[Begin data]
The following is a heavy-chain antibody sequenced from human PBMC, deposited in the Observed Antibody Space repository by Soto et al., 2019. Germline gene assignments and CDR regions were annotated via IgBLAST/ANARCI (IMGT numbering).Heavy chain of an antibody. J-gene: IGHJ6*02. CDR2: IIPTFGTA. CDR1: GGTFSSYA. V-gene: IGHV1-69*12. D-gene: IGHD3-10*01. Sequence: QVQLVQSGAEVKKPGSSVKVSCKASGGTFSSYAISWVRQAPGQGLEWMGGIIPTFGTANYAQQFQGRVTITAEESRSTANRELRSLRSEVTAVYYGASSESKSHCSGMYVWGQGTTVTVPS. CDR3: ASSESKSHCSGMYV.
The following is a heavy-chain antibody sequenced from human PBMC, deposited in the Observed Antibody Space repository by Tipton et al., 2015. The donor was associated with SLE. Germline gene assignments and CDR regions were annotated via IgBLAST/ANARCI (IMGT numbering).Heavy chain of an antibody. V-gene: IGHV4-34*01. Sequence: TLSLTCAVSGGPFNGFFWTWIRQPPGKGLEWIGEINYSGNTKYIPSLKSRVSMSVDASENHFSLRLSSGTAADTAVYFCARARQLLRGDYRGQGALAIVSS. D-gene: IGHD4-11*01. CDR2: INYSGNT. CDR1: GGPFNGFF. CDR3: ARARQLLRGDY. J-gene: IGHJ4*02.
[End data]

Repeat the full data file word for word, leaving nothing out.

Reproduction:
The following is a heavy-chain antibody sequenced from human PBMC, deposited in the Observed Antibody Space repository by Soto et al., 2019. Germline gene assignments and CDR regions were annotated via IgBLAST/ANARCI (IMGT numbering).Heavy chain of an antibody. J-gene: IGHJ6*02. CDR2: IIPTFGTA. CDR1: GGTFSSYA. V-gene: IGHV1-69*12. D-gene: IGHD3-10*01. Sequence: QVQLVQSGAEVKKPGSSVKVSCKASGGTFSSYAISWVRQAPGQGLEWMGGIIPTFGTANYAQQFQGRVTITAEESRSTANRELRSLRSEVTAVYYGASSESKSHCSGMYVWGQGTTVTVPS. CDR3: ASSESKSHCSGMYV.
The following is a heavy-chain antibody sequenced from human PBMC, deposited in the Observed Antibody Space repository by Tipton et al., 2015. The donor was associated with SLE. Germline gene assignments and CDR regions were annotated via IgBLAST/ANARCI (IMGT numbering).Heavy chain of an antibody. V-gene: IGHV4-34*01. Sequence: TLSLTCAVSGGPFNGFFWTWIRQPPGKGLEWIGEINYSGNTKYIPSLKSRVSMSVDASENHFSLRLSSGTAADTAVYFCARARQLLRGDYRGQGALAIVSS. D-gene: IGHD4-11*01. CDR2: INYSGNT. CDR1: GGPFNGFF. CDR3: ARARQLLRGDY. J-gene: IGHJ4*02.